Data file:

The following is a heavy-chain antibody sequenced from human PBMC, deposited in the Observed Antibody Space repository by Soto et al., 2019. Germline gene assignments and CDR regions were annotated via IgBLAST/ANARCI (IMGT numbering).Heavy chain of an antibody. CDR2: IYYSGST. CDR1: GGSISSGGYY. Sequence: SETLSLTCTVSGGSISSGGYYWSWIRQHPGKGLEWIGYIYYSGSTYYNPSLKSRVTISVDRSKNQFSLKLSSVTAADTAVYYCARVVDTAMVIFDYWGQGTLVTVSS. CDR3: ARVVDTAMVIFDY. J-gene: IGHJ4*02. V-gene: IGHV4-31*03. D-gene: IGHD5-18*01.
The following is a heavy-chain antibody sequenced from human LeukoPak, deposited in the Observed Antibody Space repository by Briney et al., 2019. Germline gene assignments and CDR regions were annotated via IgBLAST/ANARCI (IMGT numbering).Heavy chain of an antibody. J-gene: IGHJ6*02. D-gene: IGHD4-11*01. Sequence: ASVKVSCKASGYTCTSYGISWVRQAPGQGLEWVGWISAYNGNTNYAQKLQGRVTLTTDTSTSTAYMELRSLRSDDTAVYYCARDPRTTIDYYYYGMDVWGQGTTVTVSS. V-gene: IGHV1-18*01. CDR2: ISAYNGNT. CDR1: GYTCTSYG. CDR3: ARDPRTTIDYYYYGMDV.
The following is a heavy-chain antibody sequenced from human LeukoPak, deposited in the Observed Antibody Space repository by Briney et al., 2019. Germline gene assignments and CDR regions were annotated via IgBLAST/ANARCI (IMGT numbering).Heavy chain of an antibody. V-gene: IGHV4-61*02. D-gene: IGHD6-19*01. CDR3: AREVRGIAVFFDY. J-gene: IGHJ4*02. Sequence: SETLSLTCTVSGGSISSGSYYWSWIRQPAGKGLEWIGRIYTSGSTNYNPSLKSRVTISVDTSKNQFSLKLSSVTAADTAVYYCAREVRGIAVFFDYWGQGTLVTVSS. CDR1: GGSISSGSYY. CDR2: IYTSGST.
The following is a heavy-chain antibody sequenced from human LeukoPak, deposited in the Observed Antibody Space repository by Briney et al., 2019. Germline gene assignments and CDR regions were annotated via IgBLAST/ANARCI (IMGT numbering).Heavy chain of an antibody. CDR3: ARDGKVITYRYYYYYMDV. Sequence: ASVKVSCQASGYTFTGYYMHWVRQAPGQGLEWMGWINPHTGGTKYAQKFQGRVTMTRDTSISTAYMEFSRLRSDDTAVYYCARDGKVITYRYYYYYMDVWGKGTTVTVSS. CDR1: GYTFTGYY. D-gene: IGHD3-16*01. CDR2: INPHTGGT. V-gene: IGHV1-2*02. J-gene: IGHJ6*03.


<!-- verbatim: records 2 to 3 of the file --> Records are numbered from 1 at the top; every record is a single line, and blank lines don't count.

The following is a heavy-chain antibody sequenced from human LeukoPak, deposited in the Observed Antibody Space repository by Briney et al., 2019. Germline gene assignments and CDR regions were annotated via IgBLAST/ANARCI (IMGT numbering).Heavy chain of an antibody. J-gene: IGHJ6*02. D-gene: IGHD4-11*01. Sequence: ASVKVSCKASGYTCTSYGISWVRQAPGQGLEWVGWISAYNGNTNYAQKLQGRVTLTTDTSTSTAYMELRSLRSDDTAVYYCARDPRTTIDYYYYGMDVWGQGTTVTVSS. V-gene: IGHV1-18*01. CDR2: ISAYNGNT. CDR1: GYTCTSYG. CDR3: ARDPRTTIDYYYYGMDV.
The following is a heavy-chain antibody sequenced from human LeukoPak, deposited in the Observed Antibody Space repository by Briney et al., 2019. Germline gene assignments and CDR regions were annotated via IgBLAST/ANARCI (IMGT numbering).Heavy chain of an antibody. V-gene: IGHV4-61*02. D-gene: IGHD6-19*01. CDR3: AREVRGIAVFFDY. J-gene: IGHJ4*02. Sequence: SETLSLTCTVSGGSISSGSYYWSWIRQPAGKGLEWIGRIYTSGSTNYNPSLKSRVTISVDTSKNQFSLKLSSVTAADTAVYYCAREVRGIAVFFDYWGQGTLVTVSS. CDR1: GGSISSGSYY. CDR2: IYTSGST.